Eric Lerner’s Lawrenceville Plasma Physics (LLP) is developing a dense plasma focus fusion reactor, to use proton-boron (pB11) fuel. Lerner’s work was initially funded by NASA’s Jet Propulsion Laboratory and is now investor-funded.  The project is aiming to produce an extremely economical, compact, environmentally safe and essentially inexhaustible source of energy.  The projections can get to 10% of the current cost for electrical power production.

Working Focus Fusion Reactor. No larger image available.

Earlier in the experimental program Lerner’s team had already achieved major experimental milestones, including the achievement of plasma confinement at energies equivalent to two billion degrees, high enough to fuse hydrogen and boron.  They are carrying out new experiments with their “Focus-Fusion-1” (FF1) experimental device in Middlesex, NJ.

The current story begins in December 2008 as Lerner and his new team initiated its planned two-year experiment after receiving $1.2 million from private investors and The Abell Foundation.  Two plasma physicists joined Lerner on the experimental team, Dr. XinPei Lu for a period and Dr. Krupakar Murali Subramanian.

Dr. Subramanian was Senior Research Scientist, AtmoPla Dept., and BTU International Inc., in N. Billerica, Massachusetts. He worked for five years on the advanced-fuel Inertial Electrostatic Confinement device at the University of Wisconsin, Madison, where he received his PhD in 2004 and where he invented new plasma diagnostic instruments.

To help in the design of the capacitor bank, LPP hired a leading expert in dense plasma focus design and experiment, Dr. John Thompson.  Dr. Thompson has worked for over twenty years with Maxwell Laboratories and Alameda Applied Sciences Corporation to develop pulsed power devices, including dense plasma focus and diamond switches.

By January of 2010 the first preliminary evidence appeared that Focus-Fusion-1 is producing high-energy ions.  This evidence indicates that, even operating well below its intended current, FF-1 has produced ions with an average energy of at least 45 keV, the equivalent of half a billion degrees C.

The “shot” with 10 torr of deuterium yielded first, a very sharp peak that was the X-ray pulse, caused by radiation from hot electrons in the plasmoid and arriving at the FTF detector at the speed of light, 30 cm per ns.  The second group of peaks was the neutrons, traveling much slower and arriving later. The team knows that the neutrons produced by deuterium/deuterium fusion reactions should have a velocity of 2.2 cm per ns and should arrive 719 ns after the X-rays.  They also know that the fusion reactions only occur once the electrons have heated up the ions.

But in the January trial shot, the first burst of neutrons arrived only 682 ns after the beginning of the X-ray pulse.  These neutrons, traveling faster than would be expected from the fusion energy alone, must have additional energy imparted to them by the motion of the nuclei that collided to produce the reaction.  From this data the team is figuring that the average ion in the plasmoid had at least 45 keV of energy.  If the neutrons actually originated later in the pulse, then they traveled faster and the average ion energy could have been higher.  More energy out than anticipated – a very good sign.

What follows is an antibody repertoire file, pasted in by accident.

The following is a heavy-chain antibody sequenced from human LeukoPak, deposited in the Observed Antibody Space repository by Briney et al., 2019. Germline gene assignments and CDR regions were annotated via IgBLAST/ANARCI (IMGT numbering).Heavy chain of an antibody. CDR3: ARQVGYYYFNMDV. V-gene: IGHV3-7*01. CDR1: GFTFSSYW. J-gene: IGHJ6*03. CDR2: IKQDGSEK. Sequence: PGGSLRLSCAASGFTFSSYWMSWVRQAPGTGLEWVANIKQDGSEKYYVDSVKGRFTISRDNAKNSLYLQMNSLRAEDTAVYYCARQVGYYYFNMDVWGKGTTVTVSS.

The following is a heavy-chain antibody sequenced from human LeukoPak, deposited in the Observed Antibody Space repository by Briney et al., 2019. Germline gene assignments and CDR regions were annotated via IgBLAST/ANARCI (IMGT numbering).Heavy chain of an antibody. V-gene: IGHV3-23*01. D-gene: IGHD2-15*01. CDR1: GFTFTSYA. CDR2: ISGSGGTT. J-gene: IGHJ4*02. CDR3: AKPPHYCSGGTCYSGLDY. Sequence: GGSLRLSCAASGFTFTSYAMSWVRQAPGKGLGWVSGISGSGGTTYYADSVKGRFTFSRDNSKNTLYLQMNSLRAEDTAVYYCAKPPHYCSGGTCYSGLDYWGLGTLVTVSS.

Late February saw the first preliminary evidence that the injection of angular momentum into the dense plasma fusion considerably increases the efficiency of energy transfer into the plasmoid, the size of the plasmoid and thus the fusion energy yield.  During some shots the angular momentum coil (AMC) was connected to the power supply, so current could flow through it. In other shots, the coil circuit was left open, so no current could flow. The shots with the AMC connected have a neutron yield 8-10 times that of those with the AMC disconnected, so this is a large and very promising effect.

A factor of ten improvement in yield through the use of the AMC is very encouraging and is an initial confirmation of the proposal that LPP VP Aaron Blake made four years ago.  The team thinks that the current in the coil is producing a small magnetic field along the axis of the device. The interaction of the currents with this field induces angular momentum (spin) in the plasma sheath.

This in turn diverts the current in the sheath in the same direction as the current in the coils, amplifying the field. The angular momentum, conveyed ultimately to the tiny plasmoid, creates a centrifugal force that balances the compressive magnetic forces. The bigger the centrifugal force, the bigger the magnetic field that can be balanced and in turn the bigger the formed plasmoid. However, if the centrifugal force is too big, it will prevent the plasmoid from forming at all. Thus only small fields are effective.

By mid March the device was operating at 90% good shots.  In the best shots, ion energies were measured in the range of 40-60 keV (the equivalent of 0.4-0.6 billion degrees K). The electron beam carried about 0.5 kJ of energy and the plasmoid held about 1 kJ of energy, nearly half that stored in the magnetic field of the device. So, this is evidence that a substantial part of the total energy available is being concentrated in the plasmoids and transferred to the beams.